High Potency Weed Linked to Bizarre 'Scromiting' Illness

Stephen Andrews
28 Aug 2021

The name of the disease stands for 'screaming' and 'vomiting.' It definitely doesn't sound like anything pleasant to experience. The condition might also lead to episodes of psychosis.

Scromiting is on the rise in the US, and doctors and health practitioners are becoming increasingly concerned about it. Scromiting is an informal name for Cannabinoid Hyperemesis Syndrome (CHS), a rare form of cannabis intoxication that might affect some chronic users. 

Initial symptoms of scromiting may include people experiencing nausea in the morning, abdominal pain, and fear of vomiting. At a later stage, which could be weeks, months, or even years after the presentation of early symptoms—there are intense and overwhelming bouts of vomiting, pain in the abdomen, appetite loss, and persistent feeling of nausea. These symptoms can go on and off until the sufferer ceases cannabis consumption.

One unlucky sufferer of scromiting has commented the condition feels like "Edwards Scissorhands trying to grab my intestines and pull them out." The man - 17 at the time of his hospitalization - was unconvinced that the reason why he fell ill was his pot-smoking habit. Until he stopped smoking and all symptoms withdrew.

While taking a break or entirely stopping helps alleviate symptoms of scromiting, anecdotal evidence from sufferers suggests that taking hot showers also offers relief from the worst symptoms.

The increase in scromiting cases is strongly believed to result from the high percentage of THC current cannabis strains contain.

Over the past half a century, the strength and potency of weed have increased significantly. According to some research, between 1970 and 2017, THC concentrations have surged by 14% in cannabis flower. Whereas, between 1975 and 2017, the concentration in cannabis resin increased by 24%, equivalent to 5mg growth in THC annually. More findings suggest cannabis is around 50-70% more potent than weed samples from the 1960s and 1970s. New breeding and extraction technology, as well as market demand for more potent strains, are the driving factors that contribute to the increase of THC.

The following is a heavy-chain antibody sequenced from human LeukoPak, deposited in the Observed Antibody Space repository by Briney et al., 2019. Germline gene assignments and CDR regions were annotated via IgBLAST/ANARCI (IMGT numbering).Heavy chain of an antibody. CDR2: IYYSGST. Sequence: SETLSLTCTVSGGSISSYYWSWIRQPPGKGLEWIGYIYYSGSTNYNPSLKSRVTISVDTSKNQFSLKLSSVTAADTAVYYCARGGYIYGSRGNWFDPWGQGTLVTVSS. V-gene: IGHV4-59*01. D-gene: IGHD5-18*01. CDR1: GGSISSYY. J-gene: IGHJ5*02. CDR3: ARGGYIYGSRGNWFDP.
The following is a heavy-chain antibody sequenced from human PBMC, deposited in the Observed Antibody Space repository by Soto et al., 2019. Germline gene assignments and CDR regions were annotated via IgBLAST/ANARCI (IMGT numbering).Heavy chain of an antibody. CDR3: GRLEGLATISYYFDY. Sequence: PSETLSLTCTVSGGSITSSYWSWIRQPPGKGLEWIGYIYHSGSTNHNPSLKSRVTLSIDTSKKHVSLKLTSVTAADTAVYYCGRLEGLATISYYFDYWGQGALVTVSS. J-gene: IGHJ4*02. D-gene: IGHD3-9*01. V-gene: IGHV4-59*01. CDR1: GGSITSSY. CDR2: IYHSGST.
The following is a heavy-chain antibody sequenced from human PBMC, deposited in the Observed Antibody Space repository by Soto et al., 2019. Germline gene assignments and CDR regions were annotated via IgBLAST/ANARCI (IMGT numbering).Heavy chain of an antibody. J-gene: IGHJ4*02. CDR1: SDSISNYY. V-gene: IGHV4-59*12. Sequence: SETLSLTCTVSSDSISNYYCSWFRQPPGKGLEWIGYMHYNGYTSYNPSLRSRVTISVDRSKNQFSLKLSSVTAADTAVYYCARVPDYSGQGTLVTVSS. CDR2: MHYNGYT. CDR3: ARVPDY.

One of the states with the most reported cases of CHS or scromiting is Colorado, where the numbers kept growing following the liberalization of cannabis law in 2012. However, studies have had difficulties attributing CHS to increased cannabis use or people being more willing to report cannabis use. A significant number of diagnoses have also been reported in California, the first state that legalized medicinal weed in the 1990s and is currently a leader in the cannabis sector.

Health care providers describe scromiting as "an increasingly complicated and prevalent problem" and call for further investigation. In a few rare cases, the syndrome has also resulted in death, mainly through the dehydration it causes in sufferers.

In 2018, a teenager died after suffering recurring symptoms from the illness. Despite the presentation of symptoms, the teenager didn't stop smoking marijuana. An autopsy attributed his death to severe dehydration caused by CHS. In 2016, a study in the American Journal of Gastroenterology attributed two deaths of 41- and 48-year-old males due to dehydration caused by CHS. 

When you think of marijuana and its array of medicinal qualities, including its ability to help cancer patients, it's strange that in some cases, it can have such a negative, counter impact on health. And perhaps here lies a warning and a question: where do we draw the line to our quest of searching the most potent weed? Or, while potent strains are okay, there comes a time when a user should skip a smoke, take a break, and, if necessary - entirely stop smoking for the sake of their health. Such would be the rare prospect of developing scromiting. 

If by any chance you recognize that you develop symptoms of scromiting, or you see those symptoms in another cannabis consumer near and dear to you, take precautions and cease consumption. Consult your doctor and act timely to protect your health and well-being.

Stephen Andrews